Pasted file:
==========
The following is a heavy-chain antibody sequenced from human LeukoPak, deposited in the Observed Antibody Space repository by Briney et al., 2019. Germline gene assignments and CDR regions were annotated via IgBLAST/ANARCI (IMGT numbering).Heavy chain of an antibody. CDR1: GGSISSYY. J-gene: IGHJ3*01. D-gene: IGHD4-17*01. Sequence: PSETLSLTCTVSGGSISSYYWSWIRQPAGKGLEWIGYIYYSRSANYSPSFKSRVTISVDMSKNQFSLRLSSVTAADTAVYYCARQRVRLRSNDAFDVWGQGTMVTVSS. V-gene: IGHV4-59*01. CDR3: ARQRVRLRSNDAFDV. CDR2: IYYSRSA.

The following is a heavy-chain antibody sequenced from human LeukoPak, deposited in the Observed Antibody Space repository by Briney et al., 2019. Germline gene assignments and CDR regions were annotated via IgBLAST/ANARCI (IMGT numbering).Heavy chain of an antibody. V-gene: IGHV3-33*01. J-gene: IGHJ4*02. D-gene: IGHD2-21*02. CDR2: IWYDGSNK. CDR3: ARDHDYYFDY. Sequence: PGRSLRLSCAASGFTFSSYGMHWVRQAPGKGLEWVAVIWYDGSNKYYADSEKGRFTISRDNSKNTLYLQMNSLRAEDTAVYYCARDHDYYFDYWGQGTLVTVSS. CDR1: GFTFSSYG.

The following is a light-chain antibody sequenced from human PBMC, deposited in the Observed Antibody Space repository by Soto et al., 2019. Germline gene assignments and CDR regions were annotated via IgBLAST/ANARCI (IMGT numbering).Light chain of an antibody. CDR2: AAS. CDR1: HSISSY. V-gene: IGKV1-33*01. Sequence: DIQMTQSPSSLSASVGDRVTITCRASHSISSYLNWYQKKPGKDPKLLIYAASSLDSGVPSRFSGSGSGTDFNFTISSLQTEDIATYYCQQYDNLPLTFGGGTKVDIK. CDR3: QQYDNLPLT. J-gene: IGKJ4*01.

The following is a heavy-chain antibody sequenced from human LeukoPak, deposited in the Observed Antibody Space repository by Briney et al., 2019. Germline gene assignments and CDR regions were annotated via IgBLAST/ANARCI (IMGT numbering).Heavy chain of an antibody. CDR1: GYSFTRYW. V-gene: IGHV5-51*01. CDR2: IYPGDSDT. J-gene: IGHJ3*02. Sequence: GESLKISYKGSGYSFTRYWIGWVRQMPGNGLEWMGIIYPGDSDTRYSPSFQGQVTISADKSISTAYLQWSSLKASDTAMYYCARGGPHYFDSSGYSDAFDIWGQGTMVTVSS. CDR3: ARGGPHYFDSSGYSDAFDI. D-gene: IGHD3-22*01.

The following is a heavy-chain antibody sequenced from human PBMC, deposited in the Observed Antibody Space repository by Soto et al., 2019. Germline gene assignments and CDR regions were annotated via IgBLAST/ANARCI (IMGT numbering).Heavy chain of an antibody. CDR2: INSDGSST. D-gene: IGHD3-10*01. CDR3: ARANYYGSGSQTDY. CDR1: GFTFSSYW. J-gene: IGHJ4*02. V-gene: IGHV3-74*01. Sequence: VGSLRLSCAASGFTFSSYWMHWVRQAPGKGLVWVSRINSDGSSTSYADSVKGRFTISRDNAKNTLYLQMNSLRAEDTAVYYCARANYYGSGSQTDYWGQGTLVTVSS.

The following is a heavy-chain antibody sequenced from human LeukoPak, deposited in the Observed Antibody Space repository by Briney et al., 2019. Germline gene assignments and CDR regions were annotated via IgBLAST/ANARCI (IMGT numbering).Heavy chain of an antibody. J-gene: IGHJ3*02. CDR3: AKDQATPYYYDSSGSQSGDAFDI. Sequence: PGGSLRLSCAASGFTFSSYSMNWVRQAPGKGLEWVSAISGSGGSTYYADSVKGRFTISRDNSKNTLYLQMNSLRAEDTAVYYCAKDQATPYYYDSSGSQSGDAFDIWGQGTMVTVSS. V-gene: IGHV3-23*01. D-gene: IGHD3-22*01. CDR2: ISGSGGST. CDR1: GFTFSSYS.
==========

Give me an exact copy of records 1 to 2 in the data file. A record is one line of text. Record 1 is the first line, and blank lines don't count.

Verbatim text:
The following is a heavy-chain antibody sequenced from human LeukoPak, deposited in the Observed Antibody Space repository by Briney et al., 2019. Germline gene assignments and CDR regions were annotated via IgBLAST/ANARCI (IMGT numbering).Heavy chain of an antibody. CDR1: GGSISSYY. J-gene: IGHJ3*01. D-gene: IGHD4-17*01. Sequence: PSETLSLTCTVSGGSISSYYWSWIRQPAGKGLEWIGYIYYSRSANYSPSFKSRVTISVDMSKNQFSLRLSSVTAADTAVYYCARQRVRLRSNDAFDVWGQGTMVTVSS. V-gene: IGHV4-59*01. CDR3: ARQRVRLRSNDAFDV. CDR2: IYYSRSA.

The following is a heavy-chain antibody sequenced from human LeukoPak, deposited in the Observed Antibody Space repository by Briney et al., 2019. Germline gene assignments and CDR regions were annotated via IgBLAST/ANARCI (IMGT numbering).Heavy chain of an antibody. V-gene: IGHV3-33*01. J-gene: IGHJ4*02. D-gene: IGHD2-21*02. CDR2: IWYDGSNK. CDR3: ARDHDYYFDY. Sequence: PGRSLRLSCAASGFTFSSYGMHWVRQAPGKGLEWVAVIWYDGSNKYYADSEKGRFTISRDNSKNTLYLQMNSLRAEDTAVYYCARDHDYYFDYWGQGTLVTVSS. CDR1: GFTFSSYG.